Rama V was a great modernizer, yet one of the too strict laws of his time is responsible for the tragic death of one of his wives who was pregnant, Queen Sunandha Kumariratana, and their daughter.
Perhaps one day, while walking around Thailand, you will come across a statue or monument in homage to Queen Sunandha, and you will wonder why she is being honored in this way.
The saddest deaths are those of people who disappeared too soon; if you add to that a tragic story, a drowning or rather three drownings in front of people who were ordered not to help them, you understand the tribute.
A story that makes you sad and makes you think about the meaning of life, about destiny.
The tragic story of Queen Sunandha
Sunandha Kumariratana was born on November 10, 1860, as the daughter of King Mongkut of Siam (Rama IV) and Princess Piam.
She was the first wife of King Chulalongkorn (Rama V) and was also his half-sister.
Rama V’s first four wives were her half-sisters, and if this may shock you, you have to put yourself in the context of the time.
King Mongkut had at least 82 children with his many wives and concubines.
King Chulalongkorn also had many children, 77 officials he had with 36 of his 92 wives.
With the queen Sunandha, the king had a daughter, born on August 12, 1878, and named Kannabhorn Bejaratana.
And she was expecting another child who was to be a boy and therefore the first son and future king, when tragedy struck on May 31, 1880.
A trip to the royal palace of Bang Pa-In
While on her way with her daughter in a royal boat that was to take them to the royal palace of Bang Pa-In (also known as the “Summer Palace”), the boat capsized, and the queen with her daughter fell into the water.
At that time, many spectators witnessed the capsizing, but they were unable to help them.
Indeed, it was forbidden to touch the Queen under penalty of death, even if it meant that they could not save her life.
Not only was there this law, but also a guard on another boat ordered them to do nothing.
The queen went over these twenty years, her daughter Princess Kannabhorn was just over a year and a half old
Subsequently, the guard was punished for his overly strict view of the law in such circumstances; the king accused him of murdering his wife and children and had him put in prison.
History has been around the world
Then, the story of this macabre event spread to the rest of the world, and many journalists criticized Thailand, judging it as a country with little spiritual and inhuman development.
How could these people let a pregnant young woman and her little girl who were also calling for help drown in front of their eyes without reacting!
However, it was rarely noted in these articles and reports that the guard obeyed an ancient and rigorous Thai law that forbids any commoner to touch a person of royal blood because the punishment was immediate death.
It should also be noted that accidental drownings on the Me Nam River (Chao Phraya River) were so widespread that a strange superstition developed in response.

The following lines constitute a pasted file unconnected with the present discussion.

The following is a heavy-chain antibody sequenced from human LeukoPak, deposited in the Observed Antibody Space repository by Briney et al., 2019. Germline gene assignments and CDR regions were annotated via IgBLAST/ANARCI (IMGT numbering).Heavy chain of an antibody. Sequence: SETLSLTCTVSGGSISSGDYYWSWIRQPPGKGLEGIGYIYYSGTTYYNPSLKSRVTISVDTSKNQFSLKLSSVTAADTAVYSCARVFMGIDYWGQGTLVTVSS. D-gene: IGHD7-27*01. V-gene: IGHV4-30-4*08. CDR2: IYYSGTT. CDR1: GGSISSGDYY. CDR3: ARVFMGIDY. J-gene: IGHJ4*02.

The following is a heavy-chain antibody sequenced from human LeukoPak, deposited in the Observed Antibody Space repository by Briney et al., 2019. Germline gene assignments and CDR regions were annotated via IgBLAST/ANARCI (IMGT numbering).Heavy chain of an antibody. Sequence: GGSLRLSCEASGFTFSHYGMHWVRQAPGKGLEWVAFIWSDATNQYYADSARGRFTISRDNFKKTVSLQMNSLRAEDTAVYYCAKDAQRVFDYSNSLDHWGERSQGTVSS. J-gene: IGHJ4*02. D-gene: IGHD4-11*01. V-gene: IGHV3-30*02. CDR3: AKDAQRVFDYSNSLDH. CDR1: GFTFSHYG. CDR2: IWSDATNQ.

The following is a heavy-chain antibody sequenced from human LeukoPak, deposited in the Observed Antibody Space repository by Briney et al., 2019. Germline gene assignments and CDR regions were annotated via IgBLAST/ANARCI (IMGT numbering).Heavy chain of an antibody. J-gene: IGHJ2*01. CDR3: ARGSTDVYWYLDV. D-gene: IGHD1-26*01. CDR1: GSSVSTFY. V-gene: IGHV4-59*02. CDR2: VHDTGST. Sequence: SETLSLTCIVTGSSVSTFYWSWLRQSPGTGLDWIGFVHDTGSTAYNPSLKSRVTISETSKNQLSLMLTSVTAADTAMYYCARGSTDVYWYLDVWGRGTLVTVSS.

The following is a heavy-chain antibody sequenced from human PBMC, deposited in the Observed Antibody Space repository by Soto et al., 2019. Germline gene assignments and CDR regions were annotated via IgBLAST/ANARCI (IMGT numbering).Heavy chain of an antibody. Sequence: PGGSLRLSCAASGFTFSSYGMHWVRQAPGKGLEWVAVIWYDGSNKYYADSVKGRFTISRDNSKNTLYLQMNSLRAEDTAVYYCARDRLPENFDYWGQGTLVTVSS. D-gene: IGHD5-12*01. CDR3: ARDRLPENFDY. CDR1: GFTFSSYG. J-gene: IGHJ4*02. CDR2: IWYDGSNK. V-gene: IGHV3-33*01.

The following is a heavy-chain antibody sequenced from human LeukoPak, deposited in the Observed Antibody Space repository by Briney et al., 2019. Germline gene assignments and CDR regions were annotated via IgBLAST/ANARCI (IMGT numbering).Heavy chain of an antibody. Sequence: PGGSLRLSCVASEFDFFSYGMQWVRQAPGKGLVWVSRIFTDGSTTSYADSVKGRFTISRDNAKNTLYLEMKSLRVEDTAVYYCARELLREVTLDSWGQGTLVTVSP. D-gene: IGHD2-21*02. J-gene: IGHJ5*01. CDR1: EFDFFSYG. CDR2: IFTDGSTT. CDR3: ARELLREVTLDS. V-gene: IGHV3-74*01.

It was believed that by saving someone from drowning, the water spirits would demand accountability and that later they would take the life of the rescuer, hence the stoicism and indifference in Siam on saving the drowning.”
And so the guards obeyed the law and superstitions on the Chao Phraya River to the detriment of the queen, the life of her only daughter and her unborn son.
Rama’s great sorrow V
After that, the king’s relatives told that he had “fallen into deep sadness.”
His great sorrow was demonstrated by the rapid cancellation of his long-awaited trip to the United States of America for an indefinite period.
The king, so overwhelmed by the loss of his favorite wife, only daughter, and heir son, began to organize funeral ceremonies, described as the most “elaborate and costly than we have ever known in Siam,” costing, it is said, half a million dollars or more.
“The king directed all his efforts to complete the construction of the Royal Summer Palace, where his wife was to go on that fateful May morning.
He then had a marble monument erected behind the Bang Pa-In Palace to pay tribute to them.
In addition to completing the construction of the summer palace and marble memorial, the King had several temporary buildings erected to conduct the cremation ceremonies.
The king, so devoted to appropriately commemorating his beloved wife, kept her body for about seven months before cremating her.
It was reported that his remains and those of his children were “embalmed and placed in a sitting position” on golden thrones inside the Pramene (main crematorium).
They “remained in this state for months” surrounded by “rich and expensive jewels, vases of gold and silver, and other precious things, insignia of royalty, that had belonged to the dead during their lifetime.”
After attending all the details of the preparation, the king began the grandiose funeral ceremonies on March 9, 1881, in honor of his queen and children.
A funeral attendant describes in detail what was seen and heard during the twelve days of the cremation ceremonies.
“The breath of trumpets and conch shells, moaning women from the palace came into the quartets four times a day to cry and cry, to sing funeral hymns and to sing the excellence of the deceased…
Buddhist priests preached every day and sang through the night…”
Finally, on March 21, 1881, the king laid the queen’s ashes, after more than six months of dedication to the construction of memorials and the planning of her funeral.
King Chulalongkorn was a great king who brought much to Thailand and who is therefore still highly revered today by the Thai people.
His photo is often present in Thai houses, on altars, with that of Rama IX, who died in 2016 and now the picture of Rama X, the new king.
Source: misfithistory.com; photo of the queen’s statue: กสิณธร ราชโอรส; photo of the monument in tribute to the Queen and two children in Bang Pa-In Palace: ScorpianPK